In Trung Le Nguyen’s queer coming-of-age Vietnamese American graphic novel The Magic Fish, Tien and his mother talk to each other each evening through fairy tales. The story is told through a modified palette of primary colors: the present is portrayed via coral, the fairy tales via ultramarine, and his mother Helen’s memories of Vietnam via amber. Nguyen weaves among these colors in a manner which is dream-like, intuitive, and bold. The red of the now fluctuates between a lightness of mood and the heaviness of what remains unspoken, blues and purples imbue the imaginative realm with a sense of the epic and fantastical, and the past is punctuated with mournful flashes of yellow. The novel’s fairy tales, bridging Western and Vietnamese traditions, allow mother and son to dive into repressed memories of the past and resurface with new ways of expressing care for one another.
With Magic Fish, Trung Le Nguyen joins not only a wave of graphic novelists who narrate the Vietnamese diaspora through comics (GB Tran, Thi Bui, Marcelino Truong, Matt Huynh, Clément Baloup) but also the many writers and artists who have latched onto the possibilities of nước (which means both “water” and “country” in Vietnamese) as a motif for portraying the Vietnamese refugee experience. The first story which Tien and his mother read is “Allerleirauh,” a variant of the Cinderella story in which Princess Alera becomes separated from her mother, the sea princess. Each night after Helen reads that story with Tien, she tries to call her own mother to check in on her health. At the end of “Allerleirauh,” the princess is happily wedded to a prince, while Helen learns that her mother had just died. Helen’s life presents itself as an alternative ending for the fairy tale: “The space between two shores is the ocean . . . and being caught in between feels like drowning. And, really, what is the point of tears among so much salt water?”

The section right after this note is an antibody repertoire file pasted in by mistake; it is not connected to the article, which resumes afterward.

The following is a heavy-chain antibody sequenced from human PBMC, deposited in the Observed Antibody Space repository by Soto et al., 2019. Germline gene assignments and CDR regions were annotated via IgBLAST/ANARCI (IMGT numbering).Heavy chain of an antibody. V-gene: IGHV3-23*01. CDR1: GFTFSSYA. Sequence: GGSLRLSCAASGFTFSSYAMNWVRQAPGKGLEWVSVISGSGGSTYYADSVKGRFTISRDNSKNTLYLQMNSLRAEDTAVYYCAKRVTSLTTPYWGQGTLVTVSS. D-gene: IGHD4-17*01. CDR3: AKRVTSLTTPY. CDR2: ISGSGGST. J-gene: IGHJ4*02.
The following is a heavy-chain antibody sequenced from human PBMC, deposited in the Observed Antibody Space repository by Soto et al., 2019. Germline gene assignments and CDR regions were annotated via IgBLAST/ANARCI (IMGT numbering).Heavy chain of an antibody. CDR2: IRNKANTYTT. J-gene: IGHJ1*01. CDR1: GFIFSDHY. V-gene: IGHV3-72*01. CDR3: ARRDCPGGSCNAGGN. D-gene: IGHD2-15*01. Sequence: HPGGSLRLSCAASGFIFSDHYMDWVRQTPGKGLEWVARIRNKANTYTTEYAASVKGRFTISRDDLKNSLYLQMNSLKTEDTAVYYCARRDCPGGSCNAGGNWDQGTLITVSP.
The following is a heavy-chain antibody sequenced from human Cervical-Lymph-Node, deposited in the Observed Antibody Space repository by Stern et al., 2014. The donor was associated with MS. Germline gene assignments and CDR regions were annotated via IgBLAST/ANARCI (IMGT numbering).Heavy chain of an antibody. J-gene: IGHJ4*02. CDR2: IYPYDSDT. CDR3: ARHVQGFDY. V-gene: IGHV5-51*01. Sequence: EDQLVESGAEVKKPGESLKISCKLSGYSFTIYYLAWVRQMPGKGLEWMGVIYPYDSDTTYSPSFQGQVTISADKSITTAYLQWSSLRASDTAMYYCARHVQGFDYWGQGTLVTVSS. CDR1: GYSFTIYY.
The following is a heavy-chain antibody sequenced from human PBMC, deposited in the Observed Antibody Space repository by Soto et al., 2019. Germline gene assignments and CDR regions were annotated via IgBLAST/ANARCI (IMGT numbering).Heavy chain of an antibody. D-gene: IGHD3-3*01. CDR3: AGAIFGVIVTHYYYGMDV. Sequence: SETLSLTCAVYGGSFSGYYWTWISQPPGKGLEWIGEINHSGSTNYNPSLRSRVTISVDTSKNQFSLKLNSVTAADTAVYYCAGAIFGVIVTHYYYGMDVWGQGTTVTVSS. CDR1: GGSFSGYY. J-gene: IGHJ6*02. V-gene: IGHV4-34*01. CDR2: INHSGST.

When Helen returns to Vietnam to attend her mother’s funeral, she tells her aunt, “My happy ending never came.” Her aunt comforts her by telling her a Vietnamese version of the Cinderella story, “Tấm Cám.” In this telling, Tấm is tormented by her stepmother but befriends a magic fish who helps her find love. Jealous of Tấm’s newfound happiness, her stepmother kills the fish as well as Tấm. It is at this point that her aunt intervenes with her own ending: “They’re only stories. They’ll change when they need to.” The stepmother learns that it is her own daughter who had died in Tấm’s place. Helen learns that there is the possibility of life after death. She learns the wisdom in the words of Tấm’s creaturely friends who whisper in the ears of the living that they must “unbury the bones.”
When Helen returns to the States, she can see that her son Tien has been struggling with his own difficulties. He has been trying to come out to his parents: “I tried looking up how to tell them at the library. The librarian and I couldn’t find the word for it in Vietnamese.” The commonly used word for “gay” in Vietnamese is “bê đê,” a slur which originates from the French “pédé,” or “pederaste.” While there has been an effort to reclaim the word in the Vietnamese LGBTQ community, some simply prefer to identify themselves with the English word. The problem for Tien is that there is no adequate translation for “gay” in Vietnamese.